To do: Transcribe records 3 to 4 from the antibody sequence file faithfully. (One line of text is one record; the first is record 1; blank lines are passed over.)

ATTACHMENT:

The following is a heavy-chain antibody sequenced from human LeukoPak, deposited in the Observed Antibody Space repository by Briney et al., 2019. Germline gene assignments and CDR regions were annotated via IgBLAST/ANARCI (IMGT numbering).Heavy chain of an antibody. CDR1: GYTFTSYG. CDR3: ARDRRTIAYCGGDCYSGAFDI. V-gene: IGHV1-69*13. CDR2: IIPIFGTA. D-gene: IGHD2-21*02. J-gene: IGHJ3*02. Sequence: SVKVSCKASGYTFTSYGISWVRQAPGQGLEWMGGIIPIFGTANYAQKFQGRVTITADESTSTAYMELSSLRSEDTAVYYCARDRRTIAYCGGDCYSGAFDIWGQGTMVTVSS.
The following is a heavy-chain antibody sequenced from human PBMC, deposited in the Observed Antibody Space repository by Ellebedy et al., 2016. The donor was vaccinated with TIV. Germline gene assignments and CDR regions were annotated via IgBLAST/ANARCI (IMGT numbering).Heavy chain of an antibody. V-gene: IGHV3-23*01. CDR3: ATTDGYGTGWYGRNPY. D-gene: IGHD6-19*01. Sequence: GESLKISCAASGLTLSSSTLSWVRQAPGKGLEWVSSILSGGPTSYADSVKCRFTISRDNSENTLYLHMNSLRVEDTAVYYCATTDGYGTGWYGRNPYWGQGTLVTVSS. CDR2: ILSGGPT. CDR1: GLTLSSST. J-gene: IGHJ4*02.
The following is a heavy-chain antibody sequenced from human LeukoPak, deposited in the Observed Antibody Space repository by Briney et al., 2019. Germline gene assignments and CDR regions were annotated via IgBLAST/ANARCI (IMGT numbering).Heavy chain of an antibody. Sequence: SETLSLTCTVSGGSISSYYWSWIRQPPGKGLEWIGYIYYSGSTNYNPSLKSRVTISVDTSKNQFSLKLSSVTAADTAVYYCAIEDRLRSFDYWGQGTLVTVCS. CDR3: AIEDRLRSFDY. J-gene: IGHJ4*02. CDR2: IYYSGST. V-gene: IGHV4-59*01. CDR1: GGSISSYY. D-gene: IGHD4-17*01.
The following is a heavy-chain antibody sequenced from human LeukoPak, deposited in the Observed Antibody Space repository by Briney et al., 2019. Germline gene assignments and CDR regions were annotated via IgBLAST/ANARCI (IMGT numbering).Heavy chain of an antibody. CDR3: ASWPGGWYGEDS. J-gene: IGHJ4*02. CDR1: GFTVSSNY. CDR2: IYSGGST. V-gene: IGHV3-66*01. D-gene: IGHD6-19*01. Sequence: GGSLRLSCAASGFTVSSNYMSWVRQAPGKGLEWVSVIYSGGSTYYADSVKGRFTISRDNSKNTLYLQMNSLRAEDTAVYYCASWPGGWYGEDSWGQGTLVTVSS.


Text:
The following is a heavy-chain antibody sequenced from human LeukoPak, deposited in the Observed Antibody Space repository by Briney et al., 2019. Germline gene assignments and CDR regions were annotated via IgBLAST/ANARCI (IMGT numbering).Heavy chain of an antibody. Sequence: SETLSLTCTVSGGSISSYYWSWIRQPPGKGLEWIGYIYYSGSTNYNPSLKSRVTISVDTSKNQFSLKLSSVTAADTAVYYCAIEDRLRSFDYWGQGTLVTVCS. CDR3: AIEDRLRSFDY. J-gene: IGHJ4*02. CDR2: IYYSGST. V-gene: IGHV4-59*01. CDR1: GGSISSYY. D-gene: IGHD4-17*01.
The following is a heavy-chain antibody sequenced from human LeukoPak, deposited in the Observed Antibody Space repository by Briney et al., 2019. Germline gene assignments and CDR regions were annotated via IgBLAST/ANARCI (IMGT numbering).Heavy chain of an antibody. CDR3: ASWPGGWYGEDS. J-gene: IGHJ4*02. CDR1: GFTVSSNY. CDR2: IYSGGST. V-gene: IGHV3-66*01. D-gene: IGHD6-19*01. Sequence: GGSLRLSCAASGFTVSSNYMSWVRQAPGKGLEWVSVIYSGGSTYYADSVKGRFTISRDNSKNTLYLQMNSLRAEDTAVYYCASWPGGWYGEDSWGQGTLVTVSS.